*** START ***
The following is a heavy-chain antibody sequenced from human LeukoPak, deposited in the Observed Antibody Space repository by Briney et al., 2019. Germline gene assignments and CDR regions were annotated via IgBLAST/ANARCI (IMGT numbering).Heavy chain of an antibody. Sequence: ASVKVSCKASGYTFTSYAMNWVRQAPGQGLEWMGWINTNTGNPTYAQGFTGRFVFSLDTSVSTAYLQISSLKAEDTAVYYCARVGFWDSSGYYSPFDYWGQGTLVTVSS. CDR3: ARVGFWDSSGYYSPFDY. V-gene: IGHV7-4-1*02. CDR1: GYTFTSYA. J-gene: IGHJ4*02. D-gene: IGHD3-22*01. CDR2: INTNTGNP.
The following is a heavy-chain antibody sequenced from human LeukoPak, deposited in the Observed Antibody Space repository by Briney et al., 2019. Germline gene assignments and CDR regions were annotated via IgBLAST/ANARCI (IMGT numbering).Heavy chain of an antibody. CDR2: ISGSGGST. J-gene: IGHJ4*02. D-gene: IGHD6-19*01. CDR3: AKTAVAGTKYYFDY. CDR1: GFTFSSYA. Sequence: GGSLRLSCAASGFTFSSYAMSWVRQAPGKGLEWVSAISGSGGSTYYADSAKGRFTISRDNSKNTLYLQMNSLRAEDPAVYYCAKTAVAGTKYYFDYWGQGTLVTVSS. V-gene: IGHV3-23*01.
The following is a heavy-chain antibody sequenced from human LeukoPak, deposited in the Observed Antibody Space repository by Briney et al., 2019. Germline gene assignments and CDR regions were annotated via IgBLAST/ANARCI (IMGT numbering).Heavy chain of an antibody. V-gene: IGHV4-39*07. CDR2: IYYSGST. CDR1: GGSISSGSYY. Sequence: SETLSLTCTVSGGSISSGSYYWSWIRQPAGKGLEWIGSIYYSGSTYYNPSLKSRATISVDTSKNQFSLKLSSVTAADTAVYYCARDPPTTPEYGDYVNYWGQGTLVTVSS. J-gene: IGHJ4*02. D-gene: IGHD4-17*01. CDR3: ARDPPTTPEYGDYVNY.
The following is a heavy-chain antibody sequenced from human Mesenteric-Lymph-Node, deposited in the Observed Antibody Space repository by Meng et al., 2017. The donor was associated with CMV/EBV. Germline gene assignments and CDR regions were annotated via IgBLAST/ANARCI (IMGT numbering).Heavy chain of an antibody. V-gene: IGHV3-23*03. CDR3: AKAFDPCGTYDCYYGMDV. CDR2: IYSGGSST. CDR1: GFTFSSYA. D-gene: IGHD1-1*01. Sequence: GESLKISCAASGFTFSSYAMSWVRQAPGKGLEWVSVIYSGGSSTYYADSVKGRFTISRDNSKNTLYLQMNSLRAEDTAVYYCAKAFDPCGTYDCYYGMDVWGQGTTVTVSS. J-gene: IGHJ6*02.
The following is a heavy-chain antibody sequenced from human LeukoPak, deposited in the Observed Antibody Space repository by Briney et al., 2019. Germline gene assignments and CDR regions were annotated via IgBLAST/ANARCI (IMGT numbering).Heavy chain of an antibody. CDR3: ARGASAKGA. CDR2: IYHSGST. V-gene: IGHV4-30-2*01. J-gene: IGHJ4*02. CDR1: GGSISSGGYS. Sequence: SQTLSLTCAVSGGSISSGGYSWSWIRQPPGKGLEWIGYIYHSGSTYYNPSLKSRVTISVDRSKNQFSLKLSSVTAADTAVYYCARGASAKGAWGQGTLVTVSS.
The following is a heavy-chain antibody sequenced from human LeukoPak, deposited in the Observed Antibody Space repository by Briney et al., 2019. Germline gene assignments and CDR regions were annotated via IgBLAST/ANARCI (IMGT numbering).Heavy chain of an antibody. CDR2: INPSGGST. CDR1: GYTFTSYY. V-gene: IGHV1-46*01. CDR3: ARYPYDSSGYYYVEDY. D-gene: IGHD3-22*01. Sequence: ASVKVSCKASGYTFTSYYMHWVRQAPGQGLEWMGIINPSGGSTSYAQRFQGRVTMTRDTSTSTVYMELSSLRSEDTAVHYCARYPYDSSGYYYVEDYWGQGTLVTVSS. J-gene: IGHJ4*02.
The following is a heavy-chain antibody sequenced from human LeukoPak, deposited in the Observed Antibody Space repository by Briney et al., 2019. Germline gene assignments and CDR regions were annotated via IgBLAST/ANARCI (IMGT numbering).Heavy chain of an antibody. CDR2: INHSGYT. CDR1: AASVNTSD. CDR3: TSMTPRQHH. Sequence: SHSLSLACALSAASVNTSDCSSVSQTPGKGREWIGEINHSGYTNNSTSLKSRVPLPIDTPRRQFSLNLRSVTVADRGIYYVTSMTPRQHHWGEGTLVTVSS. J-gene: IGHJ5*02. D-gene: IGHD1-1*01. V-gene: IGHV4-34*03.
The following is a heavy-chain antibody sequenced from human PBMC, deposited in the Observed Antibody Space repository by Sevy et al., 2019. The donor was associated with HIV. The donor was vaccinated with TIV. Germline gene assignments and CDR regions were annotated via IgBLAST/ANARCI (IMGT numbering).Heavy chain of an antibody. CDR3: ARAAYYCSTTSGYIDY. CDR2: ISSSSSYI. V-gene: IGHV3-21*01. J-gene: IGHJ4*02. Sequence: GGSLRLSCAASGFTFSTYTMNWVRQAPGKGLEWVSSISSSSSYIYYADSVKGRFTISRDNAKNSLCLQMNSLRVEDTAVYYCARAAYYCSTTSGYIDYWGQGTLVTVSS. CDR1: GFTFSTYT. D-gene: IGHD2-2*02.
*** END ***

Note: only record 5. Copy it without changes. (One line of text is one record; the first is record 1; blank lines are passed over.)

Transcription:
The following is a heavy-chain antibody sequenced from human LeukoPak, deposited in the Observed Antibody Space repository by Briney et al., 2019. Germline gene assignments and CDR regions were annotated via IgBLAST/ANARCI (IMGT numbering).Heavy chain of an antibody. CDR3: ARGASAKGA. CDR2: IYHSGST. V-gene: IGHV4-30-2*01. J-gene: IGHJ4*02. CDR1: GGSISSGGYS. Sequence: SQTLSLTCAVSGGSISSGGYSWSWIRQPPGKGLEWIGYIYHSGSTYYNPSLKSRVTISVDRSKNQFSLKLSSVTAADTAVYYCARGASAKGAWGQGTLVTVSS.